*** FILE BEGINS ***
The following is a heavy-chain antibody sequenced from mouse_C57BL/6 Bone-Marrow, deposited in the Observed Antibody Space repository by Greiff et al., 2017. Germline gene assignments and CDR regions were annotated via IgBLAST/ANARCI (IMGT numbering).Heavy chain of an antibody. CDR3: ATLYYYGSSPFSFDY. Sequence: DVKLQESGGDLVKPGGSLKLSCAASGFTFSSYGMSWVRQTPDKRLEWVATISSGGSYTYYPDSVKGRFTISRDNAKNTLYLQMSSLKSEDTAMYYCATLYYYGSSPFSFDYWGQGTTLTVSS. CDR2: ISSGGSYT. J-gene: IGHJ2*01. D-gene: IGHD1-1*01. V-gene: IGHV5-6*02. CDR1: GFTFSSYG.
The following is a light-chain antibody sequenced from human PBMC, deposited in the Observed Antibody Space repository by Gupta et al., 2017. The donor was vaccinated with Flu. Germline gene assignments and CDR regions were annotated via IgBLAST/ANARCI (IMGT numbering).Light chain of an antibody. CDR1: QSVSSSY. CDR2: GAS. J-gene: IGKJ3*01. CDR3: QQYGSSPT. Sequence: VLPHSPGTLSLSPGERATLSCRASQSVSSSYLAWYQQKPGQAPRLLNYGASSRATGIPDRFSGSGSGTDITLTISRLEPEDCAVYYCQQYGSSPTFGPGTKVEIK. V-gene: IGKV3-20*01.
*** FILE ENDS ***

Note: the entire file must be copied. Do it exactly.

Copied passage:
The following is a heavy-chain antibody sequenced from mouse_C57BL/6 Bone-Marrow, deposited in the Observed Antibody Space repository by Greiff et al., 2017. Germline gene assignments and CDR regions were annotated via IgBLAST/ANARCI (IMGT numbering).Heavy chain of an antibody. CDR3: ATLYYYGSSPFSFDY. Sequence: DVKLQESGGDLVKPGGSLKLSCAASGFTFSSYGMSWVRQTPDKRLEWVATISSGGSYTYYPDSVKGRFTISRDNAKNTLYLQMSSLKSEDTAMYYCATLYYYGSSPFSFDYWGQGTTLTVSS. CDR2: ISSGGSYT. J-gene: IGHJ2*01. D-gene: IGHD1-1*01. V-gene: IGHV5-6*02. CDR1: GFTFSSYG.
The following is a light-chain antibody sequenced from human PBMC, deposited in the Observed Antibody Space repository by Gupta et al., 2017. The donor was vaccinated with Flu. Germline gene assignments and CDR regions were annotated via IgBLAST/ANARCI (IMGT numbering).Light chain of an antibody. CDR1: QSVSSSY. CDR2: GAS. J-gene: IGKJ3*01. CDR3: QQYGSSPT. Sequence: VLPHSPGTLSLSPGERATLSCRASQSVSSSYLAWYQQKPGQAPRLLNYGASSRATGIPDRFSGSGSGTDITLTISRLEPEDCAVYYCQQYGSSPTFGPGTKVEIK. V-gene: IGKV3-20*01.